View Full Version : Band saw question
10-26-2005, 08:14 AM
Some bandsaws have flat wheels and some have crowned wheels. I presume to understand the theory of the crowned wheel.
One of my past saws, a Ryobi resaw, had flat wheels and ran a 3" wide blade. That makes sense too.
Of current saws, both an old 12" craftsman and an 18" Grizzly have crowns while my 16" Walker Turner has flat wheels.
The question is, why does the WT not have crowned wheels?
10-26-2005, 08:28 AM
i really don't think it matters much for a smaller bandsaw. theoreticly, the wheel should have some crown, but with the rubber tires and narrower blades the blade will track away from the higher side reguardless of whether the tire is crowned or not. it might be that a crowned tire gives a finer degree of tuning the track, though, which would make for a freer, smoother running saw.
10-26-2005, 09:10 AM
I have a 20" Rockwell Delta which has flat wheels and crowned tires (very expensive.)
My 16" bandsaw has flat wheels & tires & had been real finicky in tracking. This past weekend I gave in & tried putting some crown (about .025")on the tires with carefully placed layers of black electrical tape :D . It seems to have worked just fine, the trackeing is MUCH easier. smile.gif (Nothing but first class on a hundred year old saw you know ;) )
10-26-2005, 11:38 AM
I have 16" Delta typical bandsaw. When the tires wore out I removed them and ran steel wheels . It runs better. The saw kerfs are more accurate. I saw a lot of veneers so it shows up. My band saw mill which is a 1-1/2" wide blade under 1000 lbs tension is also on steel wheels . It makes a very nice cut.
10-26-2005, 11:48 AM
I have replaced the rubber tires on teh 12" and 18" saws with urethane tires from Timberwolf and like them better.
Since I have to do some welding on the upper Walker Turner 16" saw, I am considering grinding a small crown on both wheels while I'm at it. Will certainly put on urethane tires. I did often run the Ryobi resaw with blades as small as 3/8" but never tried reall thick wood with these so tracking was not a serious issue.
Do I understand that Michaels runs blades directly on the steel wheels? I would have thought this would greatly shorten blade life among other things like disturbing tooth set and possibly dulling one side.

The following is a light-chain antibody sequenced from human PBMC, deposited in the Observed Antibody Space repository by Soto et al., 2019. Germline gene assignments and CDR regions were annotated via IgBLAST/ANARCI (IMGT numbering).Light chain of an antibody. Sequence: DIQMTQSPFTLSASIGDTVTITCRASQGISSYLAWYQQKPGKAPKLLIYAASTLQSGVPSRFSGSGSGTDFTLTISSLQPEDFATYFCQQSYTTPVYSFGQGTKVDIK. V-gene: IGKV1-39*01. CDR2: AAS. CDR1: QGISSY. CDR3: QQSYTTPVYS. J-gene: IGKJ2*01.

10-26-2005, 01:51 PM
Originally posted by Tom Lathrop:
Do I understand that Michaels runs blades directly on the steel wheels? I would have thought this would greatly shorten blade life among other things like disturbing tooth set and possibly dulling one side.I have not seen quicker wear in fact I would say it is slower wear. There is no gumming or debrise for the blade to run on which constantly changes tension slighlty which leads to heat build up. Also the rubber or urethane tire seem to hold heat rather than dissapating it. Many bandsaw mills run steel wheels right from the factory. The tracking consistency is much better. You do of course need to be sure to back your blade correctly and never allow the teeth to contact the wheel. But that is simple enough.
[ 10-26-2005, 02:52 PM: Message edited by: emichaels ]
10-26-2005, 03:50 PM
Originally posted by emichaels:
You do of course need to be sure to back your blade correctly and never allow the teeth to contact the wheel. But that is simple enough.[/QB]Just so I/we understand you, can you describe this more fully? I have never heard of this before.
10-26-2005, 04:12 PM
Backing the blade is making sure that the wheels or guides BEHIND the blade's rear edge is in very close proximity to the blade, I set mine up touching the blade. Not to be confused with the side guides. I know it is dangerous practice but I set my blades up with the saw running so I can set everything very close to actually sawing conditions. I would not recommend this but I know others who do this also. I would not do this on a bandsaw mill though. There is no need because the blade tensions are very high.
[ 10-26-2005, 05:14 PM: Message edited by: emichaels ]
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